Chen and Heidkamp agreed that the popular term “Big Quit” is not the most accurate description of the current phenomenon, as many people change and quit their jobs for such varied reasons. Labeling all of this under the “Great Resignation” category isn’t quite accurate.
“I hate that term ‘Big Resignation,'” Chen said, “because it implies people quitting just to stay home and play video games.” He suggested “Great Turnover” or “Great Shuffle” as alternatives.
“It’s been called the Great Resignation, but also the Great Reassessment, the Great Reassignment, the Great Hesitation, the Great Achievement,” Heidkamp said.
Heidkamp said that while she’s heard anecdotally of people quitting jobs primarily for lifestyle reasons, the bulk of people who quit are in low-paying positions, offering better pay or benefits. , rather than white-collar workers who wanted more flexibility.
Heidkamp also said the current market is not like recent periods of recession and recovery in the United States. “At the start of the pandemic, COVID and the government-ordered shutdowns of many high-contact service industries caused these staggering numbers of job losses virtually overnight,” she noted. But, where previous recessions have been characterized by long-term unemployment, Heidkamp said there has been a faster recovery even amid the still-ongoing pandemic.
Where does New Jersey fit?
BLS figures show that the rate of people quitting their jobs has been consistently lower in the Northeast than in other regions. For example, the job quit rate as a percentage of seasonally adjusted total employment was around 2.5% in November 2021 in the Northeast, compared to 3.5% in the US South. . A study published in January 2022 by the credit reporting and financial advisory website WalletHub, ranked New Jersey 43rd in quit rates among workers in the US states and Washington, D.C., based on data for the previous month and the previous 12 months.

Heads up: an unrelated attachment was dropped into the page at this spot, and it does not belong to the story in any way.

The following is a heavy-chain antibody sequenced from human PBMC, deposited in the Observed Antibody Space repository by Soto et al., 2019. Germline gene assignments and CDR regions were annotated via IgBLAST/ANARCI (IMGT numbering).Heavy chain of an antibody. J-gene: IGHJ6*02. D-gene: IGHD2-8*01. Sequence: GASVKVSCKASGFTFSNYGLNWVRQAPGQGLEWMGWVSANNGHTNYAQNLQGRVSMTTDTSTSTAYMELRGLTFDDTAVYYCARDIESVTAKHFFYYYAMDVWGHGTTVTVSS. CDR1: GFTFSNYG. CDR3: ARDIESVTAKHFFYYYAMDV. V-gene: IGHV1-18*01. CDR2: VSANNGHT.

Heidkamp said rates of people leaving jobs are now lower in places, like New Jersey and New England, where unemployment at the start of the pandemic was higher. She also mentioned the higher percentage of educated and white-collar workers, a different industrial mix than elsewhere in the country, and, possibly, better working conditions in the state.
Heidkamp noted that New Jersey was ranked No. 2 on a index of the best states to work in during the pandemic led by Oxfam America, using factors such as worker protections, health care and unemployment benefits. The same index in 2019 ranked New Jersey 12th. So workers in New Jersey may not be as motivated as workers elsewhere in the country to reconsider their jobs.
Given the variety of factors driving the so-called Great Resignation, it is not surprising that there is uncertainty about the future labor market and whether higher wages and more work environments flexible will persist. “I want to be optimistic,” Heidkamp said. “Hopefully this will lead to structural changes for workers.”
Suzi Morales is a New Jersey-based freelance writer who writes about business, careers and networking, law, and fitness.
This article originally appeared in the Spring 2022 issue of Jersey’s Best. Subscribe here for in-depth access to everything that makes the Garden State great.